Located northwest of Boston, this 2,575-acre reservation was once utilized for logging, granite quarrying, ice harvesting, and water power by numerous mills. Now surrounded by residential development, the reservation includes: Virginia Wood, the site of a former mill village named "Haywardville" and now a dense hemlock enclave with an interpretive historical trail; Spot Pond; Lawrence Woods, an area with a number of vernal pools; Wright’s Tower, which looks out over the Boston Basin; Bellevue Pond, a seasonal pond surrounded by trails; the Sheepfold meadow, a ten-acre open field used by dog walkers and picnickers; and over 100 miles of trails. The Botume House serves as the headquarters and houses the park’s visitor center.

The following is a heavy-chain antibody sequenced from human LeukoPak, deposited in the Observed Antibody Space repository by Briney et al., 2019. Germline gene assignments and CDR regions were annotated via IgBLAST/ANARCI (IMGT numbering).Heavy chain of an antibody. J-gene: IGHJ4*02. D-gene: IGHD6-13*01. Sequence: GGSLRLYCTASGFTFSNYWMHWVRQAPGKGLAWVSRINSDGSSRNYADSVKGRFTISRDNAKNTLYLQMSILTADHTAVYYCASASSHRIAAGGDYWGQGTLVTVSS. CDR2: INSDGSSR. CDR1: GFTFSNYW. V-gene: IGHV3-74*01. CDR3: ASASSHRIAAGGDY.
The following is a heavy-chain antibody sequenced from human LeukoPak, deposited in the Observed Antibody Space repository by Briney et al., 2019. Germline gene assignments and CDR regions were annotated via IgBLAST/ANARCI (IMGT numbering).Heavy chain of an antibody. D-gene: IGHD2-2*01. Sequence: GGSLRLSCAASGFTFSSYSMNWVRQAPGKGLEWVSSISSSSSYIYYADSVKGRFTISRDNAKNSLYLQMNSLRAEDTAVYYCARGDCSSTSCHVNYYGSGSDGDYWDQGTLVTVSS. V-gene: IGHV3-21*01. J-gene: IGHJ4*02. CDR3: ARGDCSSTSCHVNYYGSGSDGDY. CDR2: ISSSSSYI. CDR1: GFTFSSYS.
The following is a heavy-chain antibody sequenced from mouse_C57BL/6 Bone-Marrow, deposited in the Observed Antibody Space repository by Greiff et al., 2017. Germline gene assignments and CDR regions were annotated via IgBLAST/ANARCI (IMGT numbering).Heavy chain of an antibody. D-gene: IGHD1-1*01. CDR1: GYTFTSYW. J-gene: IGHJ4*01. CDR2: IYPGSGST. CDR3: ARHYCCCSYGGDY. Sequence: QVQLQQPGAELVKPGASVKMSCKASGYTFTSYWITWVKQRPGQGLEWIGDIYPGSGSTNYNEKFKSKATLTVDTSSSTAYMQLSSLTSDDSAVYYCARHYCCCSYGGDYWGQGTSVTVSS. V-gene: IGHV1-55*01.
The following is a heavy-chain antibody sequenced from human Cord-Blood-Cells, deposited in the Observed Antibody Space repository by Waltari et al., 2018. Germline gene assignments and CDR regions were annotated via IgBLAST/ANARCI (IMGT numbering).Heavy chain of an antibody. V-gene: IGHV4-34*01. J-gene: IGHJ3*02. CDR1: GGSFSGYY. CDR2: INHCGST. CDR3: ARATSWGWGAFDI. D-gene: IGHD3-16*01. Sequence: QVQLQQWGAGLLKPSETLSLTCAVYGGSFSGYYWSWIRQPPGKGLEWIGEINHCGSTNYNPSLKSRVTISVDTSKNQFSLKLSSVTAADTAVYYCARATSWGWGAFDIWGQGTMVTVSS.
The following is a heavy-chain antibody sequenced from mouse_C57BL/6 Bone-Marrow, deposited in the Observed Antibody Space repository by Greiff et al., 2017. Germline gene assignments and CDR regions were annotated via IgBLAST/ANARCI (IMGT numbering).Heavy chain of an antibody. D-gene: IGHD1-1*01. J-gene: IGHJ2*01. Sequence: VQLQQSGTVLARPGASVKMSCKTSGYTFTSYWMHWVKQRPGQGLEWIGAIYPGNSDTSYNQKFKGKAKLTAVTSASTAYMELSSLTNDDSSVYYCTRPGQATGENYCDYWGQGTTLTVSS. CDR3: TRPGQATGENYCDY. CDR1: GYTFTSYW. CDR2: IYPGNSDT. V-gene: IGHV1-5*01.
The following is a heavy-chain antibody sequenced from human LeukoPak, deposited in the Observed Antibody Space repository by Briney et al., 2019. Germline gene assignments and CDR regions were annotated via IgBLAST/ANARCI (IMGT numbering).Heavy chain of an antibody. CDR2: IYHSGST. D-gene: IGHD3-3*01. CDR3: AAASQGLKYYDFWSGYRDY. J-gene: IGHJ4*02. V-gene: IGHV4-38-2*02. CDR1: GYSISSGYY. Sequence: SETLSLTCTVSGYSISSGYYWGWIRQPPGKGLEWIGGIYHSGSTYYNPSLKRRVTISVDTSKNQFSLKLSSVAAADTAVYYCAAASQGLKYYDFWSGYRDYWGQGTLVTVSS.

The area was first explored by Governor John Winthrop and his men in 1632. The first portion to be protected as public open space was Virginia Wood, which was donated to the newly-formed Trustees of Public Reservations in 1892. That year a temporary commission was formed, led by Charles Eliot and Sylvester Baxter. The following year, based on their report, the Massachusetts Legislature established the permanent Metropolitan Parks Commission, which was endowed with the authority to acquire, maintain, and make recreational spaces available to the public. In the initial Report to the Metropolitan Park Commissioners, Eliot and Baxter emphasized the opportunity to acquire Virginia Wood as part of a system to protect Boston-area waterfront and hills. By 1900 the new commission had acquired 1,881 acres for the reservation. The non-profit group Friends of the Middlesex Fells Reservation was established in 1986. The Middlesex Fells Reservation Parkways were listed in the National Register of Historic Places in 2003 as a district.